With the passing of the Archean, the earth had not yet settled into the perfectly balanced sphere which Nature destined it to be.
At the bottom of the sea were the Archean or igneous rocks, the oldest formation known to geology.
Yet either is inconsiderable against the total lapse of time even from the Archean's close till now.
It is to this lowermost gneissic group that the term “Archean” may be conveniently limited.
This vast period of time, which includes the beginning, is known among geologists as Archean time.
Australia is essentially the fragment of a great plateau land of Archean rocks.
The period following on after Archean time is called, by geologists, Paleozoic time.
The breaking up of the old Archean foundation block began in Cambrian and Ordovician times.
The definite history of the earth begins with the close of the dim Archean era.
At one time these rocks were regarded as Archean gneisses of a special type.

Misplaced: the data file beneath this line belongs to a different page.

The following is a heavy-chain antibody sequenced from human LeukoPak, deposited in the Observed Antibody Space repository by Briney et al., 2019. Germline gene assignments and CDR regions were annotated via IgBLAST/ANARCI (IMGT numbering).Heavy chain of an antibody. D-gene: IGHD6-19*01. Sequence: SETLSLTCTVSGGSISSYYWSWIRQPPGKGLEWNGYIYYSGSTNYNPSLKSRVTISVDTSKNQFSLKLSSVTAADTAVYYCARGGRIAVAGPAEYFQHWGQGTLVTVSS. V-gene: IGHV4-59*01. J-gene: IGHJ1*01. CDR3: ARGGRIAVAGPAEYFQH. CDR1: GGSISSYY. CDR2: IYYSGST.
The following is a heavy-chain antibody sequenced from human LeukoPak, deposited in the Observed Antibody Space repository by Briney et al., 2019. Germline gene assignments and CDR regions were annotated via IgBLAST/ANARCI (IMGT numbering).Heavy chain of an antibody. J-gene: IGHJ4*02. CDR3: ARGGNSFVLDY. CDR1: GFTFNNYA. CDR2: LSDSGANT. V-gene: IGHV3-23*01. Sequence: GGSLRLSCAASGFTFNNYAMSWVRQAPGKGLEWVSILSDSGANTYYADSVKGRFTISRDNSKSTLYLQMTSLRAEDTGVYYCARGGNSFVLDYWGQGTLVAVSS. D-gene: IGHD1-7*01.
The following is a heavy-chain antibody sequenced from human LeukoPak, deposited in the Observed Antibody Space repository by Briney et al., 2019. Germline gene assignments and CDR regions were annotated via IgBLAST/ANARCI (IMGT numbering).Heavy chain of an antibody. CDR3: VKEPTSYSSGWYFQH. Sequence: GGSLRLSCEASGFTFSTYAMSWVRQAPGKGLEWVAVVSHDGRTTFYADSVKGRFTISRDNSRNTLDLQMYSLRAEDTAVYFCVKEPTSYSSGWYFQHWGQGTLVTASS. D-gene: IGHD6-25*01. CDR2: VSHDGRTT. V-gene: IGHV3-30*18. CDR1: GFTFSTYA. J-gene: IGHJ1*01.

The earlier of the two divisions of the Precambrian Eon, from about 3.8 to 2.5 billion years ago. During this time the Earth had a reducing atmosphere consisting primarily of methane, ammonia, and other gases that would be toxic to most modern life forms. There was little free oxygen. Rocks from the earliest part of the Archean are predominantly volcanic and are similar to pillow basalts, suggesting that they formed underwater. Rocks from the later part of the Archean appear to have formed on continents. It is believed that about 70% of the continental masses formed during this time. Fossils preserved in rocks from this period of time include remains of cyanobacteria, the first single-celled forms of life. These organisms are preserved in the form of stromatolites and oncolites. See Chart at geologic time.